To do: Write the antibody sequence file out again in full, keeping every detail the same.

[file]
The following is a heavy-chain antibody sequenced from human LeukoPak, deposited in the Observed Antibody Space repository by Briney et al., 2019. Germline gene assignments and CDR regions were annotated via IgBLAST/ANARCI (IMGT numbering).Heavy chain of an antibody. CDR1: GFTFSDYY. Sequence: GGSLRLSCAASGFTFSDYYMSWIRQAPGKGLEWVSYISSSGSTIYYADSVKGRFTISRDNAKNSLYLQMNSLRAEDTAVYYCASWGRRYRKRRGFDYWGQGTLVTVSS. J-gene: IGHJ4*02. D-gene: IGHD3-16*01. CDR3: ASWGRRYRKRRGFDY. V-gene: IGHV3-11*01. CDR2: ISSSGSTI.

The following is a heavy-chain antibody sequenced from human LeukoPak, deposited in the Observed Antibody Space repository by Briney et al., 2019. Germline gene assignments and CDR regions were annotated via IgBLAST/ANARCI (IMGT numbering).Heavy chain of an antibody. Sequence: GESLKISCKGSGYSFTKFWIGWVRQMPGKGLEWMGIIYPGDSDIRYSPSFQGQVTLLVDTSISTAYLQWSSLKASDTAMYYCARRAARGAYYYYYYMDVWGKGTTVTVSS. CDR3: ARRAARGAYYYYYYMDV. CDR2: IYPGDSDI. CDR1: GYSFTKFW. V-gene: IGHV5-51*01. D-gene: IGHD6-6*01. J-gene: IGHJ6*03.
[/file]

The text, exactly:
The following is a heavy-chain antibody sequenced from human LeukoPak, deposited in the Observed Antibody Space repository by Briney et al., 2019. Germline gene assignments and CDR regions were annotated via IgBLAST/ANARCI (IMGT numbering).Heavy chain of an antibody. CDR1: GFTFSDYY. Sequence: GGSLRLSCAASGFTFSDYYMSWIRQAPGKGLEWVSYISSSGSTIYYADSVKGRFTISRDNAKNSLYLQMNSLRAEDTAVYYCASWGRRYRKRRGFDYWGQGTLVTVSS. J-gene: IGHJ4*02. D-gene: IGHD3-16*01. CDR3: ASWGRRYRKRRGFDY. V-gene: IGHV3-11*01. CDR2: ISSSGSTI.

The following is a heavy-chain antibody sequenced from human LeukoPak, deposited in the Observed Antibody Space repository by Briney et al., 2019. Germline gene assignments and CDR regions were annotated via IgBLAST/ANARCI (IMGT numbering).Heavy chain of an antibody. Sequence: GESLKISCKGSGYSFTKFWIGWVRQMPGKGLEWMGIIYPGDSDIRYSPSFQGQVTLLVDTSISTAYLQWSSLKASDTAMYYCARRAARGAYYYYYYMDVWGKGTTVTVSS. CDR3: ARRAARGAYYYYYYMDV. CDR2: IYPGDSDI. CDR1: GYSFTKFW. V-gene: IGHV5-51*01. D-gene: IGHD6-6*01. J-gene: IGHJ6*03.